We hear a lot about the ‘boss’ in our line of work. We help busy people create and deliver stories about important and complex subjects, and as you already know, that’s harder than it sounds. Our clients have tough jobs sometimes, so if the boss is part of the problem when it comes to delivering those messages, sooner or later we’re going to hear about it. But here’s the surprising thing: Most of the time, these people think that their boss – usually the company’s CEO, but sometimes another senior executive – is a genius, an inspirational leader, and a person they admire – even if they wish they didn’t make their job so hard. So, what’s up with these complaints, and why do they occur so often?
A CEO’s view of the world can often be very different than the view held by the audiences they need to persuade
The answer lies in the very things that often make the CEO, the CEO. In a surprising number of cases, he or she really is a genius, but can’t see the world through anything but their own eyes. A CEO’s view of the world can often be very different than the view held by the audiences they need to persuade, often because there is a huge imbalance between what the CEO knows, and what their audience knows. Because of that, these brilliant, highly respected, well regarded leaders often become an obstacle and a ‘person to manage’ when it comes to successfully telling a company’s story to the very audiences most important to the company. In our experience, this happens for three main reasons:
The CEO is the expert but can’t ‘dumb it down’
We often see this in companies led by a founder CEO, who may have been the lead researcher, inventor, or developer of the company’s core products. These individuals know that it’s the science or technology that got them this far, and that if they compromise on that, the company is lost. And they’re right! But what they fail to realize, or often know but don’t yet have the skills to change without some help, is that they’re operating at the PhD level while most of their audience is stuck in junior high, in terms of their understanding of the CEO’s area of expertise.
In these cases, we often work with our client to help the CEO understand this situation and build new skills to improve their communications (CEOs actually love to learn when they see the need, and tangible results). It takes work, but after a previously ‘unreachable’ member of the CEO’s most valuable audience tells them that they finally ‘get it,’ it’s amazing how willing most of these senior execs are to receive future coaching, both from our team and from the person that connected us to them.
People are afraid to speak truth to the CEO
Oddly enough, this happens just as often with incredibly charismatic, likable CEOs as it does with tyrants. In fact, sometimes staff members are more afraid to speak truth to a CEO they really like and admire than they might be willing to ‘unload’ on the tyrant, because they don’t want to hurt the feelings of this senior person they admire. In these situations, it can sometimes help to have a skilled, experienced third party available to help break the ice with the CEO about the things they need to change in their message delivery.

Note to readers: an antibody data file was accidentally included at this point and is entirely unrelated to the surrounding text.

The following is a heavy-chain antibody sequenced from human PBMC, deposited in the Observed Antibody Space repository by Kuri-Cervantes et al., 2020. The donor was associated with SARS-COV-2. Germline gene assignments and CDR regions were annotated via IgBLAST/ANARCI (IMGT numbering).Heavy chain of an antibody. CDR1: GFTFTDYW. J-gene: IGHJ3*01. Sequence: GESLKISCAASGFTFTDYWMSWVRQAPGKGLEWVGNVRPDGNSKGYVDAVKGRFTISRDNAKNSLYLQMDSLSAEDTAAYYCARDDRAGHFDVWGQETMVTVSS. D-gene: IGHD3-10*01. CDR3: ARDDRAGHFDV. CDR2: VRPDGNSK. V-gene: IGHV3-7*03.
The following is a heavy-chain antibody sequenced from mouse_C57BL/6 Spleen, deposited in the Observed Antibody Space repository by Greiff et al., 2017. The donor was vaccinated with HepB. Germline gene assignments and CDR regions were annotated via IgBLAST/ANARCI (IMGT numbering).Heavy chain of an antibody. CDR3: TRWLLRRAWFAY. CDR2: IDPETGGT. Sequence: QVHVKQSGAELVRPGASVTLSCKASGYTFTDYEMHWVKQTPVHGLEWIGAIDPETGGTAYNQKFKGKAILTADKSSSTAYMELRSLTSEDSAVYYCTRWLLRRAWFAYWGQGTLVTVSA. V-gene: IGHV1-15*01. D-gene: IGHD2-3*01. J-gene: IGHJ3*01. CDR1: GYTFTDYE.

We’re frequently tasked with that role, in part because our principals are often viewed as either a peer, for older leaders, or as a senior advisor, for younger founders. ‘Truth speaking’ is one of those things a successful organization needs to figure out how to accomplish if it wants to connect with its most important and valuable audiences and starting with having truth spoken to – and listened to – at the most senior levels, is vital to building trust and ultimately the success of an organization.
The CEO lacks focus
Most people think of CEOs and other senior leaders as driven, dedicated, almost single-minded individuals who will stop at nothing to achieve their goals. We know some CEOs like that, but just as common are the brilliant leaders who got to where they’re at in large part because they have about a million ideas per minute, and one or two of those ideas just happened to stick.
These individuals are frequently inspiring and brilliant, but they can wreak havoc on a messaging campaign, because they tend to throw every idea that pops into their brilliant mind into the presentation or storyline instead of staying on message. When we encounter the ‘Gregarious CEO,’ or the CEO that wants to throw the proverbial kitchen sink at the audience, we know that working with our client to keep them on track and on message is job one, so we deploy tools that help him or her maintain focus, above all else.
Ensure the outcome that everyone wants: Clear, simple, and effective communications that engage and educate a company’s most valuable stakeholders
There are other reasons that otherwise successful CEOs and senior leaders can get in the way of a successful communications effort, but in almost every case it’s possible to use the individual’s strengths to help overcome their weaknesses. It’s not always easy, but if you’ve done it enough, it’s not as hard as you might think. There are tools, techniques and experts like us who can quickly assess what’s going on and help remedy the situation to ensure the outcome that everyone wants: Clear, simple, and effective communications that engage and educate a company’s most valuable stakeholders.
Author: Joe Meadows
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